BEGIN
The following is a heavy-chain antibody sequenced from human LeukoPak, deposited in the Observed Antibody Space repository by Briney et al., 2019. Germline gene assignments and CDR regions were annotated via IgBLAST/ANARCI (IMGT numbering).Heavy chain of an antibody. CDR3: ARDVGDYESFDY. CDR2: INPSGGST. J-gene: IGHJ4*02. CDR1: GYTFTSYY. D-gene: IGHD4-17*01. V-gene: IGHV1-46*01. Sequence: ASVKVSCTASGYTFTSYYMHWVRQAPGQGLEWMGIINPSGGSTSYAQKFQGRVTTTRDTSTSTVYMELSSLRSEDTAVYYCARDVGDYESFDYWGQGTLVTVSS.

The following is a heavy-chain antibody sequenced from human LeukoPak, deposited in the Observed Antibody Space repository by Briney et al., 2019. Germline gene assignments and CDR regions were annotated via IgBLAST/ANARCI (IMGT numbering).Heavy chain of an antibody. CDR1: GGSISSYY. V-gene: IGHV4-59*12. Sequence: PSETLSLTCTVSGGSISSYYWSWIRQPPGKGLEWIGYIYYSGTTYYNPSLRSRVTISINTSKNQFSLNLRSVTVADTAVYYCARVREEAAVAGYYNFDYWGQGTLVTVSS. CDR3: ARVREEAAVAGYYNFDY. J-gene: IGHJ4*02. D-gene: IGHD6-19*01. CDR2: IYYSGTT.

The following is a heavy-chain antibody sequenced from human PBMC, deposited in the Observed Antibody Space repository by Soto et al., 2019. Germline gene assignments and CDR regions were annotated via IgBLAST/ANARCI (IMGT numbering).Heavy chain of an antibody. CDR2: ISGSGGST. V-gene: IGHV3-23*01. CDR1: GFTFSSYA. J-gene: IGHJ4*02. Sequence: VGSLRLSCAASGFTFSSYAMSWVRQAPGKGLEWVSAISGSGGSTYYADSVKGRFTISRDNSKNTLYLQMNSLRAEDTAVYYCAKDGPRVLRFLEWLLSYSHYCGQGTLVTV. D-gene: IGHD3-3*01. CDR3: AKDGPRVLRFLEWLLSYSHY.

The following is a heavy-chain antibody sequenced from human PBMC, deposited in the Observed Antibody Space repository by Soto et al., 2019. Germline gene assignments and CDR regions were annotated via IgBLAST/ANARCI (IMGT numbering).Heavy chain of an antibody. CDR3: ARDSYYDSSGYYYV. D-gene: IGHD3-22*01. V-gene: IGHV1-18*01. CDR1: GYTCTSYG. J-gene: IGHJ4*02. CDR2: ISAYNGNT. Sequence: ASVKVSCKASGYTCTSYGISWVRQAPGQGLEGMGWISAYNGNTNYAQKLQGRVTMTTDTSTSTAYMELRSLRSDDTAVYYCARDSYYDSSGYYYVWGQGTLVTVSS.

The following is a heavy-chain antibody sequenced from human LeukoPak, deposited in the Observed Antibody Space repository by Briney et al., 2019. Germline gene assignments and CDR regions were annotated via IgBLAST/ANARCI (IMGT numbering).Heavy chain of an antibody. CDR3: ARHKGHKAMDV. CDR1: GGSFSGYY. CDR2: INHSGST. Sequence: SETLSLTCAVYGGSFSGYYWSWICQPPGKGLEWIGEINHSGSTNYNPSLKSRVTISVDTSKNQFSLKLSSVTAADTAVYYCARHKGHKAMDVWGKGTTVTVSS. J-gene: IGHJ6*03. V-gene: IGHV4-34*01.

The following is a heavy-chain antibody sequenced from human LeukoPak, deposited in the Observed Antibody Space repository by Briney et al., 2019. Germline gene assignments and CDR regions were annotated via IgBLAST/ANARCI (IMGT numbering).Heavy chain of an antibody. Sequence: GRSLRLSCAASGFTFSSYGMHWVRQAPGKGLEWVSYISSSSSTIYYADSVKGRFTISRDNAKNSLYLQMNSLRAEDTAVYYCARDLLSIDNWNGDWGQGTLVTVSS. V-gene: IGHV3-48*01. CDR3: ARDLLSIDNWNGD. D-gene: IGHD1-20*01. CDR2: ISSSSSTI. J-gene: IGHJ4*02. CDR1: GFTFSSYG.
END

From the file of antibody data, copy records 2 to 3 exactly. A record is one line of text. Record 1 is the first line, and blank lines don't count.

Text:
The following is a heavy-chain antibody sequenced from human LeukoPak, deposited in the Observed Antibody Space repository by Briney et al., 2019. Germline gene assignments and CDR regions were annotated via IgBLAST/ANARCI (IMGT numbering).Heavy chain of an antibody. CDR1: GGSISSYY. V-gene: IGHV4-59*12. Sequence: PSETLSLTCTVSGGSISSYYWSWIRQPPGKGLEWIGYIYYSGTTYYNPSLRSRVTISINTSKNQFSLNLRSVTVADTAVYYCARVREEAAVAGYYNFDYWGQGTLVTVSS. CDR3: ARVREEAAVAGYYNFDY. J-gene: IGHJ4*02. D-gene: IGHD6-19*01. CDR2: IYYSGTT.

The following is a heavy-chain antibody sequenced from human PBMC, deposited in the Observed Antibody Space repository by Soto et al., 2019. Germline gene assignments and CDR regions were annotated via IgBLAST/ANARCI (IMGT numbering).Heavy chain of an antibody. CDR2: ISGSGGST. V-gene: IGHV3-23*01. CDR1: GFTFSSYA. J-gene: IGHJ4*02. Sequence: VGSLRLSCAASGFTFSSYAMSWVRQAPGKGLEWVSAISGSGGSTYYADSVKGRFTISRDNSKNTLYLQMNSLRAEDTAVYYCAKDGPRVLRFLEWLLSYSHYCGQGTLVTV. D-gene: IGHD3-3*01. CDR3: AKDGPRVLRFLEWLLSYSHY.